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C C S. and A P

Abstract

A key feature of the reform of the international financial architecture since the mid-1990s has been the development of international standards and codes.2 The data standards initiative, on which the IMF took the lead, broke new ground. The dissemination standards put in place as the centerpiece of this initiative continue to be among the most widely known of the international standards and codes.

A W E., C J, G-G, J, and K A Y.

Abstract

Recognition of the importance of data transparency—including for promoting the efficient operation of financial markets and policy accountability on the part of governments and central banks—is a remarkably recent phenomenon in the history of economic thought. The timely availability of data on international reserves and the foreign exchange operations of central banks is a case in point. As recently as 10 years ago, with relatively few exceptions, only very aggregated information typically was available, and then often only with a substantial lag. Indeed, in a number of countries, these data were treated as state secrets. Moreover, significant regional differences existed—and still do, to an important degree—in terms of views about the value of enhancing transparency.

W E. A, T B, C D, A H, and L V

Abstract

Although the name of the General Data Dissemination System (GDDS) infers that its central focus is dissemination, in its initial stages the GDDS emphasized the development of national systems in an explicit medium-term framework. Attention to data dissemination came only at a later stage. Indeed, participating countries are not required to make any formal commitments regarding data dissemination. The main premise underlying the GDDS is to give high priority to improvements in data quality, which may need to precede improvement in dissemination practice.

C J and G-G J

Abstract

The financial crises of the 1990s revealed a need for the dissemination of more comprehensive data on foreign currency liquidity positions to help prevent similar crises. In 1998, the IMF began working on initiatives in this area in collaboration with working groups of the Group of Ten (G-10) and the Group of 22 (G-22). The resulting international reserves and foreign currency liquidity data template (reserves template) became a prescribed element of the IMF’s Special Data Dissemination Standard (SDDS). Data reporting under this initiative began in June 1999, and after a short transition period, SDDS subscribers were required to observe the standard as of April 2000.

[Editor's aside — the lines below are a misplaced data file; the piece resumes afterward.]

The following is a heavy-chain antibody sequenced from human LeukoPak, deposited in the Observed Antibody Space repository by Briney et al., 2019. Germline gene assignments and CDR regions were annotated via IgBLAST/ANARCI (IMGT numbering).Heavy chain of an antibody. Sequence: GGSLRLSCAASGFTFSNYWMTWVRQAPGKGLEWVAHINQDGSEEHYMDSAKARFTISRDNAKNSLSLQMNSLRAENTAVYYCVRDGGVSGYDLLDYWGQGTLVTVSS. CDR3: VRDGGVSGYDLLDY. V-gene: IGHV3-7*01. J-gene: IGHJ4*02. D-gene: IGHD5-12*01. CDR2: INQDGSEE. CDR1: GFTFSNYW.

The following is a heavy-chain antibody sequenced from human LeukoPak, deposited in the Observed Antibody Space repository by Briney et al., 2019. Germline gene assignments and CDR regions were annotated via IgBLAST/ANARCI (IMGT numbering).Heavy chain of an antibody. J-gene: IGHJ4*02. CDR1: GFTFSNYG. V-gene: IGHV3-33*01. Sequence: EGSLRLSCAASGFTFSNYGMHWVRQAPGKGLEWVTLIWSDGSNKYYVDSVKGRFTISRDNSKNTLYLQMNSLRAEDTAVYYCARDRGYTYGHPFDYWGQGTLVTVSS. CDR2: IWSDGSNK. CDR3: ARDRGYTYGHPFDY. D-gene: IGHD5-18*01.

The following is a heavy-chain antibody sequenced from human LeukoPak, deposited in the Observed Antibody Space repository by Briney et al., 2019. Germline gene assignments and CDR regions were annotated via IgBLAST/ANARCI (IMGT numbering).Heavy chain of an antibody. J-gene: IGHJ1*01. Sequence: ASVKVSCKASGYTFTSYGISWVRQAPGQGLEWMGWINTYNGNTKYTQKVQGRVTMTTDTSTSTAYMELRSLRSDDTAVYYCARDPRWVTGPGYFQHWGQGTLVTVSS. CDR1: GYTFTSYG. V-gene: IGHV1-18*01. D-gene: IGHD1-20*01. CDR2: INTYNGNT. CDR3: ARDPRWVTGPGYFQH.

Mr. William E. Alexander, Mr. John Cady, and Mr. Jesus R Gonzalez-Garcia

Abstract

In its first 10 years, the IMF’s Data Dissemination Initiative has had a demonstrable positive impact on data dissemination. Currently, the General Data Dissemination System (GDDS) and the Special Data Dissemination Standard (SDDS) taken together include 83 percent of the IMF’s member countries. This initiative has become an integral part of the international financial architecture and has helped to promote economic transparency and efficiency. Along with other financial standards and codes it has served to strengthen transparency and good governance globally.

ALEŠ BULÍR and A. JAVIER HAMANN

This article examines empirical evidence on the volatility and uncertainty of aid flows and their main policy implications. Aid is found to be more volatile than fiscal revenues—particularly in highly aid-dependent countries—and shortfalls in aid and domestic revenue tend to coincide. The article also finds that uncertainty about aid disbursements is large and that the information content of commitments made by donors is either very small or statistically insignificant. Specific policies and broader international efforts to cope with these features of aid are briefly discussed